Four Tax Deductions that Disappeared in 2018Posted on March 24th, 2019
Marianne Kern, CPA
Kern & Associates CPA, P.A.
Tax reform eliminated a number of deductions that many taxpayers counted on to reduce their taxable income. Here are four that could affect you.
- Personal Exemptions
Personal exemptions enabled individual taxpayers to reduce their taxable income in addition to the standard deduction, but were repealed for tax years 2018 through 2025. While the standard deduction did increase significantly under tax reform to compensate – $12,000 for individuals, $24,000 for married taxpayers filing jointly, $18,000 for heads of household – some taxpayers could still lose out.
- Tax Preparation Fees
Tax preparation fees, which fell under miscellaneous fees on Schedule A of Form 1040 (and were also subject to the 2% floor), were also eliminated for tax years 2018 through 2025 as well. Examples of tax preparation fees include payments to accountants, tax prep firms, and the cost of tax preparation software.
- Unreimbursed Job Expenses
For tax years starting in 2018 and expiring at the end of 2025, miscellaneous unreimbursed job-related expenses that exceed 2% of adjusted gross income (AGI) are no longer deductible on Schedule A (Form 1040). Unreimbursed job-related expenses include union dues, continuing education, employer-required medical tests, regulatory and license fees (provided the employee was not reimbursed), and out-of-pocket expenses paid by an employee for uniforms, tools, and supplies.
- Moving Expenses
Prior to tax reform (i.e., for tax years starting before January 1, 2018), taxpayers were able to deduct expenses related to moving for a job as long as the move met certain IRS criteria. However, for tax years 2018 through 2025, moving expenses are no longer deductible–unless you are a member of the Armed Forces on active duty who moves because of a military order.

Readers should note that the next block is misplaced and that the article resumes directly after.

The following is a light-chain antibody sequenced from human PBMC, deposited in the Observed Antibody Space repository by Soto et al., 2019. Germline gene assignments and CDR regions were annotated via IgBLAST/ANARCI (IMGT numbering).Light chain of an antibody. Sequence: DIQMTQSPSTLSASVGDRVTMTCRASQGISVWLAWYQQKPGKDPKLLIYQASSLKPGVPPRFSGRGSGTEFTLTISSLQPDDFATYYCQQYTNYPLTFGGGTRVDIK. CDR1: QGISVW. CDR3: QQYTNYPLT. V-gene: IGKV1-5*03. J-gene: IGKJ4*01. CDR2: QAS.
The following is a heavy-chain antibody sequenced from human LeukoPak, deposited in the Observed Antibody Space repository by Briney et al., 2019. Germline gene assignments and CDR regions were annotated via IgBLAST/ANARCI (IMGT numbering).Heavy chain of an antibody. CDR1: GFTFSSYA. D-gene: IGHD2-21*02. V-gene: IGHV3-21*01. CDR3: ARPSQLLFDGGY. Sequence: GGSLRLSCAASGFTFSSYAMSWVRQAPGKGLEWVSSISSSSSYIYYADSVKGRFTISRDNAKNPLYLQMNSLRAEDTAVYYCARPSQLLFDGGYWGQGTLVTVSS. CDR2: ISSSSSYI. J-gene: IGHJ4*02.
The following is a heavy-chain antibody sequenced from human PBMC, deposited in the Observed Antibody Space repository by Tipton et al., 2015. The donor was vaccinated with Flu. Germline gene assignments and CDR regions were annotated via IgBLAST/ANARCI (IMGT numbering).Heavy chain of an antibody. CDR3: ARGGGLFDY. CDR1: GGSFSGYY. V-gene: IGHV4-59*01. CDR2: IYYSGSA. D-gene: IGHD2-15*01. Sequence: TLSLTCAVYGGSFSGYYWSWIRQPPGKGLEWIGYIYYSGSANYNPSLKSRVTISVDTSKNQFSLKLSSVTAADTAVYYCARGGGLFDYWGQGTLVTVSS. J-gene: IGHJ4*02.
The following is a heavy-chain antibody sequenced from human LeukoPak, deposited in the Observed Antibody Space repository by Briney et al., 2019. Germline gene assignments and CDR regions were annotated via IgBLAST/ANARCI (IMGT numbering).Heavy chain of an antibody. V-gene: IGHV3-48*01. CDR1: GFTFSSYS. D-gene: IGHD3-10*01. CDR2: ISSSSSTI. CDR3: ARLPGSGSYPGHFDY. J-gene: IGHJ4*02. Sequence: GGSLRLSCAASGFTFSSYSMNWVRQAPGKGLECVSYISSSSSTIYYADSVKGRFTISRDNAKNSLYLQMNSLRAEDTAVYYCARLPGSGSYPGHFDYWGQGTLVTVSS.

If you have any questions about tax reform and how it affects your particular tax situation, consult a tax professional.
Taxable vs. Nontaxable IncomePosted on March 20th, 2019
Marianne Kern, CPA
Kern & Associates CPA, P.A.
Taxable income includes any money you receive, such as wages and tips, but it can also include non-cash income from property or services. For example, both parties in a barter exchange must include the fair market value of goods or services received as income on their tax return.
Tip Income. If you get tips on the job from customers, that income is subject to taxes. Here’s what you should keep in mind when it comes to receiving tips on the job:
- Tips are taxable. You must pay federal income tax on any tips you receive. The value of non-cash tips, such as tickets, passes or other items of value are also subject to income tax.
- Include all tips on your income tax return. You must include the total of all tips you received during the year on your income tax return. This includes tips directly from customers, tips added to credit cards and your share of tips received under a tip-splitting agreement with other employees.